Yeah, so that update was originally planned, I believe, last April or May. That’s, and the basically, the update is about page experience. So page speed and our activity, items shifting on your pages. So that update was then pushed back to that fall, then it was pushed back again to the spring, then it was pushed back again to this summer. Just because I think that one, Google didn’t really know exactly how they were going to implement this. Well, two, they wanted to prove to us that it’s a big I think thing that you need to take notice of, and three, just because of COVID, you know, people just need more time to prepare. And so the goal of the excuse me that core web vitals, they measure primarily three things. I they have a lot of other elements in them. But the three things they measure are what’s called LCP, which is largest content, full paint, that is the biggest item or element on your page is going to be loaded. So for 99% of websites out there, that is a video or image. And so if it takes, if it takes your website forever to load, you know, those largest elements, you know, that’s you’re going to get dinged for that. And the other thing is called The second thing is called fit, which is first input delay, first input delay has been measured the interactivity. So if you click on a link on the side, it measures the time from when you click to when the browser processes that request. And so if I’m clicking on something, and nothing’s happening, you know, that’s another thing. The last thing is called CLS, human live layout shift. That is when you’re loading a web page, and all of a sudden, you have text and then an image appears. And it shifts the text down, and then a video appears. And so it’s moving all over. And so Google has come out and said this is going to be a ranking factor, we don’t know how big of a ranking factor it is. But if Google’s telling us about it, it’s probably pretty important. And so what content specialists, SEO specialists and developers can do is really dive into what these rankings are, and see how their site does. And so one of the biggest tools to use is Google’s own tool called PageSpeed. Insights. It’s a tool by Lighthouse. And so you can measure which of your pages is doing well, which is your pages is doing poorly, because, you know, content writers, no matter what you write, you’re trying to get it shown to people. And if you could write the best thing in the world, but if you do it on the slowest website that has images flying everywhere, and shifting, no one’s ever going to read what you want. And so I think that’s kind of really the important part that ties you know, content SEO and developers all together is you all have to be on the same page and working to the same thing, if you want the same results at the end.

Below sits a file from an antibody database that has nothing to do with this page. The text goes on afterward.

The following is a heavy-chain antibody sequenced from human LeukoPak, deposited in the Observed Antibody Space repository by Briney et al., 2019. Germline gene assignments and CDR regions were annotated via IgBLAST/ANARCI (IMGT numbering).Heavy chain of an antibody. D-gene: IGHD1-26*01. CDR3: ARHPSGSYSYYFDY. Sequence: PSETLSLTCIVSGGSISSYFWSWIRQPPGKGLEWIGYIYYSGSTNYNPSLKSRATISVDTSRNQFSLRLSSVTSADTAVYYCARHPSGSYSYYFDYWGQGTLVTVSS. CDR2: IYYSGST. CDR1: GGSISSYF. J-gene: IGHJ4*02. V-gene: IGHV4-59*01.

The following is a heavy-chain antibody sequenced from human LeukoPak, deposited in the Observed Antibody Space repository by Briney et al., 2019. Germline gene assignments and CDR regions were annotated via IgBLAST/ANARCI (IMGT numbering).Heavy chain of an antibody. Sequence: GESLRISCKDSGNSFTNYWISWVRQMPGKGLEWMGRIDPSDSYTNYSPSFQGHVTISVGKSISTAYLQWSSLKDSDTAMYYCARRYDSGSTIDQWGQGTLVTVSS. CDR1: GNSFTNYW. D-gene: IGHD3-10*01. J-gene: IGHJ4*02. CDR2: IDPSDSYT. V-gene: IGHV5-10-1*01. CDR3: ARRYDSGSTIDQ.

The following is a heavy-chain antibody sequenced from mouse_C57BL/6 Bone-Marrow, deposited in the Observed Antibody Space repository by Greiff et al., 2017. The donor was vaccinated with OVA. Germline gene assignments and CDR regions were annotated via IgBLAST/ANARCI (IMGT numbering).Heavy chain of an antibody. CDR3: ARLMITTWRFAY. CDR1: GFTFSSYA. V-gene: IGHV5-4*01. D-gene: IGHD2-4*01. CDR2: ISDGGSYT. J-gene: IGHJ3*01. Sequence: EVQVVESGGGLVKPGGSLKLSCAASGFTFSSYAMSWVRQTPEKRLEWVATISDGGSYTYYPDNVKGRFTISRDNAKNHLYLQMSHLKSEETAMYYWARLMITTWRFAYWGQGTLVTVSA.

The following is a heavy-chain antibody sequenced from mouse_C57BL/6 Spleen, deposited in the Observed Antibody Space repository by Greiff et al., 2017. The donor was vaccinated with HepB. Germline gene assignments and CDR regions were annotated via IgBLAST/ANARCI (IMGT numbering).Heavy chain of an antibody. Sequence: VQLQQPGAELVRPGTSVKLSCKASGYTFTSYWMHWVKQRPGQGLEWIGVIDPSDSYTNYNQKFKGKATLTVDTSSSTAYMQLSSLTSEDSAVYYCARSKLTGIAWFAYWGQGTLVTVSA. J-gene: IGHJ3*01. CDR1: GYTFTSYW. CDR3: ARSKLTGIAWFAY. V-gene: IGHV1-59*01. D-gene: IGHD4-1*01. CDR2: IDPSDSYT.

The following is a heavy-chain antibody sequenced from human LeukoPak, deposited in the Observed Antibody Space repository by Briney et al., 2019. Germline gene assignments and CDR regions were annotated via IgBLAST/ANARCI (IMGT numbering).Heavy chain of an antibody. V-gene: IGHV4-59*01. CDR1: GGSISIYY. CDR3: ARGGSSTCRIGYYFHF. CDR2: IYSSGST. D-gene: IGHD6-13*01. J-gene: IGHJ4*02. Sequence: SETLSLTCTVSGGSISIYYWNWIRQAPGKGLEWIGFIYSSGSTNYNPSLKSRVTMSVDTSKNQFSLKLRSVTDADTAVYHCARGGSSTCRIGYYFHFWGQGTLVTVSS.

Kyler Canastra 13:29